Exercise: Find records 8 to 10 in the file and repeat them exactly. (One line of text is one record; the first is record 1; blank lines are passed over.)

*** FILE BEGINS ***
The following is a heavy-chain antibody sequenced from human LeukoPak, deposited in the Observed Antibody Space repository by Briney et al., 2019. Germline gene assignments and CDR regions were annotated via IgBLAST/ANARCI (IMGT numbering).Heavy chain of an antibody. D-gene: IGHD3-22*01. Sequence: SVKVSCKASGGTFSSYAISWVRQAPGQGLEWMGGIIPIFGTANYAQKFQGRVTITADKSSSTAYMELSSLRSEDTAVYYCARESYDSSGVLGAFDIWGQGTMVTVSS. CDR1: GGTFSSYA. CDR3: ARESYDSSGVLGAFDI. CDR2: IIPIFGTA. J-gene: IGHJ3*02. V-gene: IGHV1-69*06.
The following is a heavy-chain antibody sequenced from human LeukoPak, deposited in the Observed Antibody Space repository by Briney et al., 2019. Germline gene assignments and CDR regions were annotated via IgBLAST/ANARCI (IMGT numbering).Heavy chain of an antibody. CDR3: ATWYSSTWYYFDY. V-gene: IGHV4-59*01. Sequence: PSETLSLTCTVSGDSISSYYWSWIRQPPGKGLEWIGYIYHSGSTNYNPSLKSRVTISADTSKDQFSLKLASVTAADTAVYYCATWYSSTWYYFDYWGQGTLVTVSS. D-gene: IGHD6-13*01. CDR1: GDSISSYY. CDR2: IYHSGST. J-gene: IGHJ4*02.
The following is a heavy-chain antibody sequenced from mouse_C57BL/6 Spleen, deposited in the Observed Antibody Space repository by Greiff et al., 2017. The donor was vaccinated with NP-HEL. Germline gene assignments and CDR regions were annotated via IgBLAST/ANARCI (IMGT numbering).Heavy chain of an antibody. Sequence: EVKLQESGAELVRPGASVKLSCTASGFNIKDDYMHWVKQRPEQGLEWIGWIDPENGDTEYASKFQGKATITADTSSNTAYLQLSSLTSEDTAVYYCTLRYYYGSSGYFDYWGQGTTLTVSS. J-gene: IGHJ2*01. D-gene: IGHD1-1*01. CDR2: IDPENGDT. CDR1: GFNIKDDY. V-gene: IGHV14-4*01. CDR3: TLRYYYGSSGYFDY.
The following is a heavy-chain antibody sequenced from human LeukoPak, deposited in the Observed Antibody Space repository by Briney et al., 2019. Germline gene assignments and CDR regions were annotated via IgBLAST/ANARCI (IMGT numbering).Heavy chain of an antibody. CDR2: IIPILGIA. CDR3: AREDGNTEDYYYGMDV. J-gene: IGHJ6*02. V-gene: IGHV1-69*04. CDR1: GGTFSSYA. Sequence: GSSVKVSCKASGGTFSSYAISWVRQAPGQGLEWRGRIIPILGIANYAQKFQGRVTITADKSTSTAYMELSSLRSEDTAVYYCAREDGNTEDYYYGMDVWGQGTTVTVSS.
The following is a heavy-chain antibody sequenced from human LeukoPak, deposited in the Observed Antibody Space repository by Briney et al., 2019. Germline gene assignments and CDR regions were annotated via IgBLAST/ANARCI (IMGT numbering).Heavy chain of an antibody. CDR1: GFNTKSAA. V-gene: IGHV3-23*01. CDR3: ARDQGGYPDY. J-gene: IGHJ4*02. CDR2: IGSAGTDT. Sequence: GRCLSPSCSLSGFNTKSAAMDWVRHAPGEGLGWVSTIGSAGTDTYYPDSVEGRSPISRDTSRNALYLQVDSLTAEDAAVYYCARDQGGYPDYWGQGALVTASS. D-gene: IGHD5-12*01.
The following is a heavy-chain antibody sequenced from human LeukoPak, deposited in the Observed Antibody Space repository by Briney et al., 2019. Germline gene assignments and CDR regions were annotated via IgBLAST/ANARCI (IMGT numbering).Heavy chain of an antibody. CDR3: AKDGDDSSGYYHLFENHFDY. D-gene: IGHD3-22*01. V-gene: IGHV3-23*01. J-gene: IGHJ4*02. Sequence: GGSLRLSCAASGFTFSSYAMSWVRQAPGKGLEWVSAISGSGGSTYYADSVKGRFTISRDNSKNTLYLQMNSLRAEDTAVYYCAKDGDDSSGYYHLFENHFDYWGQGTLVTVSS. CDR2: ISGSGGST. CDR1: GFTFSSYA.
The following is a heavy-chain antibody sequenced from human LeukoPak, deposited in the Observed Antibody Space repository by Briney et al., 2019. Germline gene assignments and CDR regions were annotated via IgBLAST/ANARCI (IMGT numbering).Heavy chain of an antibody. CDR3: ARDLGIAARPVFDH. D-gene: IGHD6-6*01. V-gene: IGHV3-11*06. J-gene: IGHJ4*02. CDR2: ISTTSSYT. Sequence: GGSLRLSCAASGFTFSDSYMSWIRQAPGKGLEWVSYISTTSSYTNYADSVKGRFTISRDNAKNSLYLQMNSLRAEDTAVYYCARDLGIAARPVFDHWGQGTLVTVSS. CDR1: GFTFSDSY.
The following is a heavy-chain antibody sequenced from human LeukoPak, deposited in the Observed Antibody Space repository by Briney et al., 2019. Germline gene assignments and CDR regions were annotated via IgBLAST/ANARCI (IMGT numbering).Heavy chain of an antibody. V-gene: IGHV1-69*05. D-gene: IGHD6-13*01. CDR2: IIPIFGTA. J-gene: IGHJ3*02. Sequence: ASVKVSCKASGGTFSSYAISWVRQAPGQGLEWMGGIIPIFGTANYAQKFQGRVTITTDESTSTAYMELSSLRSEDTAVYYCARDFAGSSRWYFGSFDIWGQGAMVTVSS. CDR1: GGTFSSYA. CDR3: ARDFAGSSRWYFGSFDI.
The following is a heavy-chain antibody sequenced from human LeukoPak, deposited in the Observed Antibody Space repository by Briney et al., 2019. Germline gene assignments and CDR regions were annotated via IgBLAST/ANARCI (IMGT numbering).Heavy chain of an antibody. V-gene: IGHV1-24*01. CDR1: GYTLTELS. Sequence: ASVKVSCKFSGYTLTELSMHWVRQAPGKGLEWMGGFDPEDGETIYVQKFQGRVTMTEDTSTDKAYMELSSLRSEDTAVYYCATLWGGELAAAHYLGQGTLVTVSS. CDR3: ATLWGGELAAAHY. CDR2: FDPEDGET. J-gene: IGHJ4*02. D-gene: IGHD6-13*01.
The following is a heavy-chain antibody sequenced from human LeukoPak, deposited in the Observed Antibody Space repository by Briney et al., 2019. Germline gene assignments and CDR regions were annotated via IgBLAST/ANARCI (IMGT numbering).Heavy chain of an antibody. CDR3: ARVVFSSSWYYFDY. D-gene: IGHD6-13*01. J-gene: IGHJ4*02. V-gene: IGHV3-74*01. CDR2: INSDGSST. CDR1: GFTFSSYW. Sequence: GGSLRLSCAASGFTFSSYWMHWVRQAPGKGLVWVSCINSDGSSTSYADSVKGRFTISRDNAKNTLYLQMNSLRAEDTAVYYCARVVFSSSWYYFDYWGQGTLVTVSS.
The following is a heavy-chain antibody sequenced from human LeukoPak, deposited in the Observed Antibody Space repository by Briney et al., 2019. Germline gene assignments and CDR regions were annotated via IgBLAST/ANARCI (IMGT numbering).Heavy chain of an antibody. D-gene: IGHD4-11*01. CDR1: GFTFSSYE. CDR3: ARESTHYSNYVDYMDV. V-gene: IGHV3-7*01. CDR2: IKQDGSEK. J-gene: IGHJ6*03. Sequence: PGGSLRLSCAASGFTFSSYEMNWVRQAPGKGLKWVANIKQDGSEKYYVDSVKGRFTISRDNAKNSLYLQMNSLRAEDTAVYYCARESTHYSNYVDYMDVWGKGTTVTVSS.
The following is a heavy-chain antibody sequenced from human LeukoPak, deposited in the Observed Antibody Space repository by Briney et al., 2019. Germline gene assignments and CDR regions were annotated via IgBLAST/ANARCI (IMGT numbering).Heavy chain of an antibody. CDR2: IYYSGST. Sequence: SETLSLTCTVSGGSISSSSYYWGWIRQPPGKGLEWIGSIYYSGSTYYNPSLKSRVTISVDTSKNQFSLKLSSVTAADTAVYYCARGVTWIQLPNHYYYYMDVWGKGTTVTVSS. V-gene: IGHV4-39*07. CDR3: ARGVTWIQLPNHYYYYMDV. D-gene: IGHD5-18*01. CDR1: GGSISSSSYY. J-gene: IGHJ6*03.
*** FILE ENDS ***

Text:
The following is a heavy-chain antibody sequenced from human LeukoPak, deposited in the Observed Antibody Space repository by Briney et al., 2019. Germline gene assignments and CDR regions were annotated via IgBLAST/ANARCI (IMGT numbering).Heavy chain of an antibody. V-gene: IGHV1-69*05. D-gene: IGHD6-13*01. CDR2: IIPIFGTA. J-gene: IGHJ3*02. Sequence: ASVKVSCKASGGTFSSYAISWVRQAPGQGLEWMGGIIPIFGTANYAQKFQGRVTITTDESTSTAYMELSSLRSEDTAVYYCARDFAGSSRWYFGSFDIWGQGAMVTVSS. CDR1: GGTFSSYA. CDR3: ARDFAGSSRWYFGSFDI.
The following is a heavy-chain antibody sequenced from human LeukoPak, deposited in the Observed Antibody Space repository by Briney et al., 2019. Germline gene assignments and CDR regions were annotated via IgBLAST/ANARCI (IMGT numbering).Heavy chain of an antibody. V-gene: IGHV1-24*01. CDR1: GYTLTELS. Sequence: ASVKVSCKFSGYTLTELSMHWVRQAPGKGLEWMGGFDPEDGETIYVQKFQGRVTMTEDTSTDKAYMELSSLRSEDTAVYYCATLWGGELAAAHYLGQGTLVTVSS. CDR3: ATLWGGELAAAHY. CDR2: FDPEDGET. J-gene: IGHJ4*02. D-gene: IGHD6-13*01.
The following is a heavy-chain antibody sequenced from human LeukoPak, deposited in the Observed Antibody Space repository by Briney et al., 2019. Germline gene assignments and CDR regions were annotated via IgBLAST/ANARCI (IMGT numbering).Heavy chain of an antibody. CDR3: ARVVFSSSWYYFDY. D-gene: IGHD6-13*01. J-gene: IGHJ4*02. V-gene: IGHV3-74*01. CDR2: INSDGSST. CDR1: GFTFSSYW. Sequence: GGSLRLSCAASGFTFSSYWMHWVRQAPGKGLVWVSCINSDGSSTSYADSVKGRFTISRDNAKNTLYLQMNSLRAEDTAVYYCARVVFSSSWYYFDYWGQGTLVTVSS.